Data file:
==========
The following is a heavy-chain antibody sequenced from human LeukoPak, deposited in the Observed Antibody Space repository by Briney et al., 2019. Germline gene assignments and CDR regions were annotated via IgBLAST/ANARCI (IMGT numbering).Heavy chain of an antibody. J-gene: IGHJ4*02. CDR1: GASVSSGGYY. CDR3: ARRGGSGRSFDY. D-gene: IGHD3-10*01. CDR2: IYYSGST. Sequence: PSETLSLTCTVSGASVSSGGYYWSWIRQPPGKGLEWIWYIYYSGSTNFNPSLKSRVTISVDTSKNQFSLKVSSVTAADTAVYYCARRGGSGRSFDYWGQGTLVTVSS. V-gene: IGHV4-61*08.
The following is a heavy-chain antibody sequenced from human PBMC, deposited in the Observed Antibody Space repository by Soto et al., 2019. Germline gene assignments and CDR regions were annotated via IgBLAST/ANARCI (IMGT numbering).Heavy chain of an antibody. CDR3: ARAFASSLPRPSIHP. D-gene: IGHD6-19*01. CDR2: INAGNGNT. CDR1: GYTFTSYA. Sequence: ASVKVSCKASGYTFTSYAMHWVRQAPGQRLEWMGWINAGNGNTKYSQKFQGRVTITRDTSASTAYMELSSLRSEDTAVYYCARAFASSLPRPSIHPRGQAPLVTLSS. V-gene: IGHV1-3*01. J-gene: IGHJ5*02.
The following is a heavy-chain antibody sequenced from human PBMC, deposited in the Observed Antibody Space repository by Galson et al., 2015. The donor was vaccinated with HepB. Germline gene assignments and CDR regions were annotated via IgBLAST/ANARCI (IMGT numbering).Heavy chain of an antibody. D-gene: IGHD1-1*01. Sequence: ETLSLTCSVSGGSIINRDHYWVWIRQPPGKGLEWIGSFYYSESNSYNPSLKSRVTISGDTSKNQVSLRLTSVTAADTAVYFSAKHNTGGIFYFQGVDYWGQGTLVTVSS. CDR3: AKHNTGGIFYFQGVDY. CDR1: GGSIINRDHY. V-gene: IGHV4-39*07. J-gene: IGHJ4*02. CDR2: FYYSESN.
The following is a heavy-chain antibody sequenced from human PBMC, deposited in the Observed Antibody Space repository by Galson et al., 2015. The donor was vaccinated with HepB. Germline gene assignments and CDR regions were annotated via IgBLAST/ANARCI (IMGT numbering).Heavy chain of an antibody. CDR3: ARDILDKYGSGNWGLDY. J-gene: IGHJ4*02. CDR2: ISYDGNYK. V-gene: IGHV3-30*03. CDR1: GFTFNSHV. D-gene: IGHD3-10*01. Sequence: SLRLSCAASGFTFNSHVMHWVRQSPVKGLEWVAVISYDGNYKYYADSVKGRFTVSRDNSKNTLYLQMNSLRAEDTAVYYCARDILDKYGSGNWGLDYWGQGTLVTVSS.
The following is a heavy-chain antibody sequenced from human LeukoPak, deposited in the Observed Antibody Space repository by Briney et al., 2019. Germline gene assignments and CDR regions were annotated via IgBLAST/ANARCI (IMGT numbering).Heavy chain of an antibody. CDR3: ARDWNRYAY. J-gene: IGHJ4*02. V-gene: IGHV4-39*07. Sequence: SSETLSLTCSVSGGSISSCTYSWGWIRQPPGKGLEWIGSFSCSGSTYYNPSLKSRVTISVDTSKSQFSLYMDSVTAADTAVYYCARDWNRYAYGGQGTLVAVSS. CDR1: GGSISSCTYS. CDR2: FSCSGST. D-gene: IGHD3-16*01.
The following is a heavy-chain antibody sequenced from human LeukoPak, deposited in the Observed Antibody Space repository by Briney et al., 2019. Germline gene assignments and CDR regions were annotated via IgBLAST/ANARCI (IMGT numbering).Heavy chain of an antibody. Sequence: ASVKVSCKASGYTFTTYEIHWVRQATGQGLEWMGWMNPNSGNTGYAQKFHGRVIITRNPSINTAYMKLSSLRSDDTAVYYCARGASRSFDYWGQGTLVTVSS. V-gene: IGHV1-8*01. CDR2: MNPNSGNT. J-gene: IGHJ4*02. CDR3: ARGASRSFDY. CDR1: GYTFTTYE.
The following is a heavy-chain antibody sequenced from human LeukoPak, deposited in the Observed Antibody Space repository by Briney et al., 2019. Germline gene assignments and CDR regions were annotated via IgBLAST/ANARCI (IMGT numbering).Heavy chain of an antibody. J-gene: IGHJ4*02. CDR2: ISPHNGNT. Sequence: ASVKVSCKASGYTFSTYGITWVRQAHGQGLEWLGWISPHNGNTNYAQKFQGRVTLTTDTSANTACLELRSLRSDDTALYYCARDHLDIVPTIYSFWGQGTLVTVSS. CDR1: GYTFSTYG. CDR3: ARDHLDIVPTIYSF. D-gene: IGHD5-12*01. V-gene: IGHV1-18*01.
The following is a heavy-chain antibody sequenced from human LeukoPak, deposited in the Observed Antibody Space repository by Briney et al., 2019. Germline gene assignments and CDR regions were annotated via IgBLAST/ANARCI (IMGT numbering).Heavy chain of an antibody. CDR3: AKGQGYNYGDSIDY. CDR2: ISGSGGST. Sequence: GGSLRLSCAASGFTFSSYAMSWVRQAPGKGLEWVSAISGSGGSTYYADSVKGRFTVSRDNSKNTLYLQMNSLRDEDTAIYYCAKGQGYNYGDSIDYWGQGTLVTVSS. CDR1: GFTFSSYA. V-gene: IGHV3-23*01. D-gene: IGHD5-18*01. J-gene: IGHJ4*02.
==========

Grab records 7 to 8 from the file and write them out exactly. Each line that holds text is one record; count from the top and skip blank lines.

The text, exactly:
The following is a heavy-chain antibody sequenced from human LeukoPak, deposited in the Observed Antibody Space repository by Briney et al., 2019. Germline gene assignments and CDR regions were annotated via IgBLAST/ANARCI (IMGT numbering).Heavy chain of an antibody. J-gene: IGHJ4*02. CDR2: ISPHNGNT. Sequence: ASVKVSCKASGYTFSTYGITWVRQAHGQGLEWLGWISPHNGNTNYAQKFQGRVTLTTDTSANTACLELRSLRSDDTALYYCARDHLDIVPTIYSFWGQGTLVTVSS. CDR1: GYTFSTYG. CDR3: ARDHLDIVPTIYSF. D-gene: IGHD5-12*01. V-gene: IGHV1-18*01.
The following is a heavy-chain antibody sequenced from human LeukoPak, deposited in the Observed Antibody Space repository by Briney et al., 2019. Germline gene assignments and CDR regions were annotated via IgBLAST/ANARCI (IMGT numbering).Heavy chain of an antibody. CDR3: AKGQGYNYGDSIDY. CDR2: ISGSGGST. Sequence: GGSLRLSCAASGFTFSSYAMSWVRQAPGKGLEWVSAISGSGGSTYYADSVKGRFTVSRDNSKNTLYLQMNSLRDEDTAIYYCAKGQGYNYGDSIDYWGQGTLVTVSS. CDR1: GFTFSSYA. V-gene: IGHV3-23*01. D-gene: IGHD5-18*01. J-gene: IGHJ4*02.